Contents: Foreword, Robert Fripp; What is it to be musically educated?: Research methods; Concluding thoughts; Skills, knowledge and self-conceptions of popular musicians: the beginnings and the ends: The ‘beginnings’; Professional musicianship: the ‘ends’; Some self-conceptions of popular musicians; Learning to play popular music: acquiring skills and knowledge: The overriding learning practice: listening and copying; Peer-directed learning and group learning; Acquiring technique; Practice; Acquiring knowledge of technicalities; Summary; Attitudes and values in learning to play popular music: Discipline and osmosis; Enjoyment; Valuing musicianship; Valuing oneself; Attitudes to ‘other’ music; Summary; Popular musicians in traditional music education: Classical instrumental tuition; Traditional classroom music education; Summary; Popular musicians in the new music education: Popular music instrumental tuition; The new classroom music education; Popular music in further and higher education; The musician’s views of popular music in formal education; Summary; The formal and the informal: mutual reciprocity or a contradiction in terms?: The neglect of informal learning practices in formal music education; Informal learning practices, attitudes and values: their potential for the formal sphere; What can teachers do?; Appendix: summary profiles of the musicians; Bibliography; Index.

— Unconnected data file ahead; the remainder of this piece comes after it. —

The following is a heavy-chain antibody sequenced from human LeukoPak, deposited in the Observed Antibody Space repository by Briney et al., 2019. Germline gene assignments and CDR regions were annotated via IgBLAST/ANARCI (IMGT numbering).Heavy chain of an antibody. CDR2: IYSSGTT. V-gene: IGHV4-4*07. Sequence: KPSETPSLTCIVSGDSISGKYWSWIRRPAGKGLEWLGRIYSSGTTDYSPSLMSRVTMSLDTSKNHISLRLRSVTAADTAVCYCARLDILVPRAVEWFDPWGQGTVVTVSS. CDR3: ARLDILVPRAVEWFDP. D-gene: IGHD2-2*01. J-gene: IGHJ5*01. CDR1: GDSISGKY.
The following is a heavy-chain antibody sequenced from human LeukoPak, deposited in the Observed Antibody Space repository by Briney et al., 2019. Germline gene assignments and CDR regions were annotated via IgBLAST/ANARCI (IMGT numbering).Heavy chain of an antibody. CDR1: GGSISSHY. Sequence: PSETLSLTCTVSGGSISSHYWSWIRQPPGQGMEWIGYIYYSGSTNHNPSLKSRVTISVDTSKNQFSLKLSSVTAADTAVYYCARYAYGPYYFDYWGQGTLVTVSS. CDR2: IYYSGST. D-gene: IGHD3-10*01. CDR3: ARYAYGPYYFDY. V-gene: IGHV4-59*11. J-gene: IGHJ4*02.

About the Author: Lucy Green is Professor of Music Education at the Institute of Education, University of London. Her other books include Music, Informal Learning and the School: A New Classroom Pedagogy (2008); Music, Gender, Education (1997) and Music on Deaf Ears (1988).
Reviews: ‘Dr Lucy Green's work deserves a wider readership than academics and music educators. How Popular Musicians Learn is inviting, accessible, and of direct practical interest to the working player in popular music, particularly those who also instruct students.’ Robert Fripp
‘This is a significant and well-argued contribution, not only to the debate about the relationship between learning and teaching, but also to the understanding of the skills, motivations, and purposes that underlie popular music-making. Above all, it shows that 'love' of the music is the cornerstone on which all is built. We cannot engineer love in the classroom - but that is what we have to build on if we are really to reactivate music as the common participatory activity it once was.’ John Sloboda, University of Keele